Belvedere Park in East LA is site of newest venues for kids
By Jack Baer
LOS ANGELES -- For the first time in quite a while, Julio Urias was one of the oldest players on the field. The 19-year-old and J.P. Howell were on hand as the Los Angeles Dodgers Foundation dedicated its 43rd and 44th Dodgers Dreamfields at Belvedere Park in East Los Angeles.
More than 400 kids from the Dodgers' RBI (Reviving Baseball in Inner Cities) program joined in on the event, which included a clinic with the two Dodgers pitchers and an assortment of Dodgers alumni.
The two immaculate fields, complete with Dodger Stadium-style hexagonal scoreboards, are meant to provide young players an organized, safe program in which to learn the game of baseball, according to LADF executive director Nichol Whiteman.
"With the Dodgers Dreamfield program, we're providing a safe space for kids to play in their community around the corner from their homes," Whiteman said. "To be able to put a structured program on the fields as well where 400-plus kids are able to play baseball or softball and really develop, not just in baseball skills, but in sportsmanship, life skills, is very significant. They're receiving a ton of education resources, health resources that translate to the actual family. It just doesn't stop here on the baseball field."
Partners for the event included the County of Los Angeles Department of Parks and Recreation, LA84 Foundation, Nike, Security Benefit and Supervisor Hilda L. Solis, First District, Board of Supervisors, County of Los Angeles.
The Dodgers RBI program is part of MLB's overall RBI program, which has served approximately two million people since its inception. The program is aimed at kids from underserved and diverse communities.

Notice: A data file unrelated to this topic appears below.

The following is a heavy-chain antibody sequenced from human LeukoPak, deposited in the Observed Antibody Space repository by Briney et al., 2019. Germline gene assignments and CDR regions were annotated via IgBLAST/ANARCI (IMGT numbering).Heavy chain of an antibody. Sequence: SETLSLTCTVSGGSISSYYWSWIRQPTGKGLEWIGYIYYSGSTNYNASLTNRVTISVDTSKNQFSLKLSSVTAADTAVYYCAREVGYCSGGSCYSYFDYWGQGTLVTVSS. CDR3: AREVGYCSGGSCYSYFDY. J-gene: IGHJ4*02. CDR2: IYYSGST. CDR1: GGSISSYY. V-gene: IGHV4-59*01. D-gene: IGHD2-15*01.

Howell, a California native, said the point of the clinic wasn't to teach kids how to play so much as to give them confidence and keep them on a safe path. Howell and his wife Heather do something similar with their own foundation, Discover Your Path.
"I had the throwing station, and it didn't matter how you throw. Some kids were nervous and they did it, which was awesome," Howell said. "I remember when I was a kid I got nervous and it held me back a lot. It took some adults to help me get through that or fight a fear, whatever it was. It's all about trying and having a good time."
Urias also has experience working with younger children, thanks to his little brother and his teammates. Of course, it must have been a weird feeling for the teenager to look around a baseball field and only see players younger than him.
"I'm always the youngest on the field and there, I actually felt like an adult," Urias said.
Jack Baer is a reporter for MLB.com based in Los Angeles. This story was not subject to the approval of Major League Baseball or its clubs.